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William Twigg was listed as a table knife manufacturer in Westbar in 1839 by the 1850s he was also listed as a cutlery and hardware dealer still on Westbar, by 1840 his address had changed to Bridge Street, in 1860 he had brought his sons into the business, now the firm was William Twigg & Sons and he was still on Bridge Street, it was from these premises where he claimed £140 damages after the flood from the Sheffield flood.

In the 1868 directory he's described as a maker of table cutlery, bread, butchers and cooks knives also steels. In 1871 he was employing ten men and three boys. William died on the 4th of December 1879 aged 71, he was buried in the General Cemetery.

The firm remained on Bridge Street through the 1880s & 1890s, with William Jnr as a partner in 1898, after 1903 the business just disappeared from directories, so it seems it just ceased trading and shut up shop. They don't seem to have had a trade mark.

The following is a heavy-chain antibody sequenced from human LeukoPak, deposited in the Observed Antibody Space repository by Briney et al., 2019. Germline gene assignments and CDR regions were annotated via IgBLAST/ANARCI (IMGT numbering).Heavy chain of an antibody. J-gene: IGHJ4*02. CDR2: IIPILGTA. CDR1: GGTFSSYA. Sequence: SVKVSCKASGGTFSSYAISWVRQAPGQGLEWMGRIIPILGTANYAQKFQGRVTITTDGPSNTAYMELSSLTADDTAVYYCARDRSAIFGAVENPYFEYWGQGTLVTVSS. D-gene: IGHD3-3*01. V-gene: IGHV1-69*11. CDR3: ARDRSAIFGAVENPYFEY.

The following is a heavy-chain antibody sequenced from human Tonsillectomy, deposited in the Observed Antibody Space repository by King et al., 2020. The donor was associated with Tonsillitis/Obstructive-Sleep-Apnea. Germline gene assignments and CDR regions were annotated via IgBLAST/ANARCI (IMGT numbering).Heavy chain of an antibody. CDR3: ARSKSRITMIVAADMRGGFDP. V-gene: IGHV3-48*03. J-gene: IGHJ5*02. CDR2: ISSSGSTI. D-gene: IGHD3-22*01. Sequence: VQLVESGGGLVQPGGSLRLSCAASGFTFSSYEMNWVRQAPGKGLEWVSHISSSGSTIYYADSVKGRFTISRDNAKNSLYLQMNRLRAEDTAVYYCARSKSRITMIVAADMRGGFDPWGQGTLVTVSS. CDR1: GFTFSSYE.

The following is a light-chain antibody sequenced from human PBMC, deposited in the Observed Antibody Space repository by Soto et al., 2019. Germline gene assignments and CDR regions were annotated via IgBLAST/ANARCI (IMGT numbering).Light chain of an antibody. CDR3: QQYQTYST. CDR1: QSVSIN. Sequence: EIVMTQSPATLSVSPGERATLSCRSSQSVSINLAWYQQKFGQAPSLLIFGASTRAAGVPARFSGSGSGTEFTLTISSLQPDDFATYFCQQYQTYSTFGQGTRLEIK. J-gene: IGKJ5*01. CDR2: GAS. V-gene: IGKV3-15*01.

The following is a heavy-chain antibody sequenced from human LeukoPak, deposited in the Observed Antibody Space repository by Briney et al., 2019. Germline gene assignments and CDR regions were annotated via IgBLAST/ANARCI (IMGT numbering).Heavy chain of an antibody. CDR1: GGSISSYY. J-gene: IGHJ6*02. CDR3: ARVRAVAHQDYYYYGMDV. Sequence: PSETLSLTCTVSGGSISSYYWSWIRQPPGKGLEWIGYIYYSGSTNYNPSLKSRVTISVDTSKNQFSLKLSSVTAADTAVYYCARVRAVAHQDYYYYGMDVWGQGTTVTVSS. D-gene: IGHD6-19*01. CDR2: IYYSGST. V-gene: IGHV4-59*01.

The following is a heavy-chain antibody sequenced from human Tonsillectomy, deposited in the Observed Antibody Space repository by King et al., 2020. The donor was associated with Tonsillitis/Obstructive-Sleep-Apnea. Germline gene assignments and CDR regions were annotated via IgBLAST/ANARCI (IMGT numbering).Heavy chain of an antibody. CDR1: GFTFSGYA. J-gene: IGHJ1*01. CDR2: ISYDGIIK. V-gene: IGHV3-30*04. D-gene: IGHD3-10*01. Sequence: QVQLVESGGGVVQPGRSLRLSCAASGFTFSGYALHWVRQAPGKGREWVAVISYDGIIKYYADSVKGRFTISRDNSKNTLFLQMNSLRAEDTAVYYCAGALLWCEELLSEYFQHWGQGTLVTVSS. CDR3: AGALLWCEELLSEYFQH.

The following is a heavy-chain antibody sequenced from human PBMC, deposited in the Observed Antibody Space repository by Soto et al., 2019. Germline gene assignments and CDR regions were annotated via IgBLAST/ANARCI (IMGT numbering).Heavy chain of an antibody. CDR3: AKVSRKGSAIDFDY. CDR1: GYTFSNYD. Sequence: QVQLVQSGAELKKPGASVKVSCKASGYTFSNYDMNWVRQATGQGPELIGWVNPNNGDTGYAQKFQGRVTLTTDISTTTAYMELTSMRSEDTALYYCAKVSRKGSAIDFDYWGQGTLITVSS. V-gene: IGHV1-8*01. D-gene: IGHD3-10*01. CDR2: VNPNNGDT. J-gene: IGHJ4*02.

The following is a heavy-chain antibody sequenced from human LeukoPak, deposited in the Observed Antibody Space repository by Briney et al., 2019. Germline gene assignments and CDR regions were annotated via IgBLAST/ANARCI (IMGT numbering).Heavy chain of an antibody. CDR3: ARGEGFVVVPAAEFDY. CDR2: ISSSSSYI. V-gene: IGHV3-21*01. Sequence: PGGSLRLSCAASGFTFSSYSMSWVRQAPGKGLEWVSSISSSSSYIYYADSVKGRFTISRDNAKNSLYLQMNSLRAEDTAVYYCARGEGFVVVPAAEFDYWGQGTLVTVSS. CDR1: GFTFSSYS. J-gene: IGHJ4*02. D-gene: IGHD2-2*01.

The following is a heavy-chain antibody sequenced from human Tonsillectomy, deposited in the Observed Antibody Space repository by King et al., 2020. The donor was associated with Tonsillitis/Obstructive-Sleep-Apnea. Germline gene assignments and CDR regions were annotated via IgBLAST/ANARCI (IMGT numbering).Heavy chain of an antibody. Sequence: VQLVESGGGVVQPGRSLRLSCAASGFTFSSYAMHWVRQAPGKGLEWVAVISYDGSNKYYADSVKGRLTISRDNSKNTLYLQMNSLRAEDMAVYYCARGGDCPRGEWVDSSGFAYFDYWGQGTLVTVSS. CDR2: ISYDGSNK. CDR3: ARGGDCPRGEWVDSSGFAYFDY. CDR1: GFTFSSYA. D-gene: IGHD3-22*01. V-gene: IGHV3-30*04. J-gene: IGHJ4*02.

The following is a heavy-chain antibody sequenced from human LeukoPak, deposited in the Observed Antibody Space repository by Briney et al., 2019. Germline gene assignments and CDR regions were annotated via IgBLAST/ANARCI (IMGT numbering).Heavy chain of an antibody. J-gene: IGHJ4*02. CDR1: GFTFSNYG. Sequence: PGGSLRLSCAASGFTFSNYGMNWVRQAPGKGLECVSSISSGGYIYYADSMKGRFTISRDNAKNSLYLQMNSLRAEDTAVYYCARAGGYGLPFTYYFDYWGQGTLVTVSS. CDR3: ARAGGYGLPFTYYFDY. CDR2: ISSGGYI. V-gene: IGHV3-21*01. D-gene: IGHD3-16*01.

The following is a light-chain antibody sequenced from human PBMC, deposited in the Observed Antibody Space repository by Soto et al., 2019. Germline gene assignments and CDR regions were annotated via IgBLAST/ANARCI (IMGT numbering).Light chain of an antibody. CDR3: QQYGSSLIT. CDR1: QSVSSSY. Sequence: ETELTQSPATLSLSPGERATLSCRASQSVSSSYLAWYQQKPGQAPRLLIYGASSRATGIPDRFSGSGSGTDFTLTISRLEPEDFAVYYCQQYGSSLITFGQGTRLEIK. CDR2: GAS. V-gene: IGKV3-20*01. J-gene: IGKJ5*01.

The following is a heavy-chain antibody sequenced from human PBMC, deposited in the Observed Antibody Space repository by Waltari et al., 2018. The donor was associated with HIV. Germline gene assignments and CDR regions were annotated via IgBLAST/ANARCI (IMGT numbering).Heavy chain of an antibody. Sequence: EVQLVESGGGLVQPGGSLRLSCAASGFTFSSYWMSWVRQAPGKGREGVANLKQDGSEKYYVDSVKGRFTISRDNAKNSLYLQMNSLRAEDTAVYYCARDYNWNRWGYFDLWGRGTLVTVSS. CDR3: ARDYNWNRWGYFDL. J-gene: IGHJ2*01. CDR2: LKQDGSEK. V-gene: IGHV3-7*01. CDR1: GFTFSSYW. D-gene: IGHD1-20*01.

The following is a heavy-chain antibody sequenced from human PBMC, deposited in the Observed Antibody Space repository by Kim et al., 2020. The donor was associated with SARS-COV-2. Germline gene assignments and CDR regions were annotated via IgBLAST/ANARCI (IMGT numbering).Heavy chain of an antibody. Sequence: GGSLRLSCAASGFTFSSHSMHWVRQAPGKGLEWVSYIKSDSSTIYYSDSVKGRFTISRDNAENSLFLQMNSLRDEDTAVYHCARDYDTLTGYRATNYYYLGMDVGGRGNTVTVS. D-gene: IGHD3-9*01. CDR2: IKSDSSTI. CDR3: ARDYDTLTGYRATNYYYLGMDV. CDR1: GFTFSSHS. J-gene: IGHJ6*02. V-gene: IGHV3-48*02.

In the 1879 directory it seems the family are living on the premises of 55 Bridge Street, so they are working and living on the firm, this area of Sheffield has been changed so much if William came back today he wouldn't recognise it.


---------- Post added 06-07-2018 at 09:13 ----------


Williams flood claim 1864


Search results for ‘William twigg’


The following 3 claims include the term ‘William twigg’. Click on the claim number to see details of the claim. (Where the search term occurs within the particulars, the line from the particulars is shown). For more details on using the search, see the Search Notes.


Claim Claimant Description Address Award

421 William Twigg Cutlery Manufacturer 96 Bridge Street Sheffield £140


5499 (appx) The Proprietors of the Soho Grinding Com... Wheel Proprietors Bridge Street, Sheffield

— 6 Twigg William


6507 Thomas Twigg Ivory Cutter Globe Works, Penistone Road, Sheffield; Prospect Cottage, Fir View £5

— Paid to my Assistant, William Twigg, who worked with and for me, 10 days


Claim Name of Claimant Description of Claimant Address of Claimant

421 William Twigg Cutlery Manufacturer 96 Bridge Street Sheffield

Nature of Claimant’s Interest Particulars of Claim Amount of Damages Claimed

Finished Stock

Table Knives & Forks £50

Carver Knives & Forks £5

Pattern Cards & rolls of Pattern Cards £7

Table & Butchers Steels £4

Scissors £6

Razors & Cases & Combs £5

Spring Knives & Blades £15